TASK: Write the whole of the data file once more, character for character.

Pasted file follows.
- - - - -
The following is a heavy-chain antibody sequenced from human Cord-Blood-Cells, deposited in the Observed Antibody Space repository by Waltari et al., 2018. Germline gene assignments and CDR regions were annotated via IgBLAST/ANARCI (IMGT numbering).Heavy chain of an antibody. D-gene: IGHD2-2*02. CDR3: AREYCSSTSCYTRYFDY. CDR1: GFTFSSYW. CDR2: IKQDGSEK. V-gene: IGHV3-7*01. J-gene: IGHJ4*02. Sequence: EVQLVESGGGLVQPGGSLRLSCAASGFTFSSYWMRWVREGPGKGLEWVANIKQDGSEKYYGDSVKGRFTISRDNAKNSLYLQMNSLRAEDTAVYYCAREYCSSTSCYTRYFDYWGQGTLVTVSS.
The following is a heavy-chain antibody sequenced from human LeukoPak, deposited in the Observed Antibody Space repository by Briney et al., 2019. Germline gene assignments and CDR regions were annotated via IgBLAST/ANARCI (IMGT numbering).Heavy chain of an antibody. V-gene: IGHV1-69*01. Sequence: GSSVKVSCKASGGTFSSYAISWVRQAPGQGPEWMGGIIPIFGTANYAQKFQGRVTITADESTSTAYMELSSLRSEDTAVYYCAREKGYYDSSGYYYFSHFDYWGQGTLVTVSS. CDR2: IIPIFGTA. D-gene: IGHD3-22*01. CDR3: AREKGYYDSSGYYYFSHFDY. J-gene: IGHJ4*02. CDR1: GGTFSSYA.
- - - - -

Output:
The following is a heavy-chain antibody sequenced from human Cord-Blood-Cells, deposited in the Observed Antibody Space repository by Waltari et al., 2018. Germline gene assignments and CDR regions were annotated via IgBLAST/ANARCI (IMGT numbering).Heavy chain of an antibody. D-gene: IGHD2-2*02. CDR3: AREYCSSTSCYTRYFDY. CDR1: GFTFSSYW. CDR2: IKQDGSEK. V-gene: IGHV3-7*01. J-gene: IGHJ4*02. Sequence: EVQLVESGGGLVQPGGSLRLSCAASGFTFSSYWMRWVREGPGKGLEWVANIKQDGSEKYYGDSVKGRFTISRDNAKNSLYLQMNSLRAEDTAVYYCAREYCSSTSCYTRYFDYWGQGTLVTVSS.
The following is a heavy-chain antibody sequenced from human LeukoPak, deposited in the Observed Antibody Space repository by Briney et al., 2019. Germline gene assignments and CDR regions were annotated via IgBLAST/ANARCI (IMGT numbering).Heavy chain of an antibody. V-gene: IGHV1-69*01. Sequence: GSSVKVSCKASGGTFSSYAISWVRQAPGQGPEWMGGIIPIFGTANYAQKFQGRVTITADESTSTAYMELSSLRSEDTAVYYCAREKGYYDSSGYYYFSHFDYWGQGTLVTVSS. CDR2: IIPIFGTA. D-gene: IGHD3-22*01. CDR3: AREKGYYDSSGYYYFSHFDY. J-gene: IGHJ4*02. CDR1: GGTFSSYA.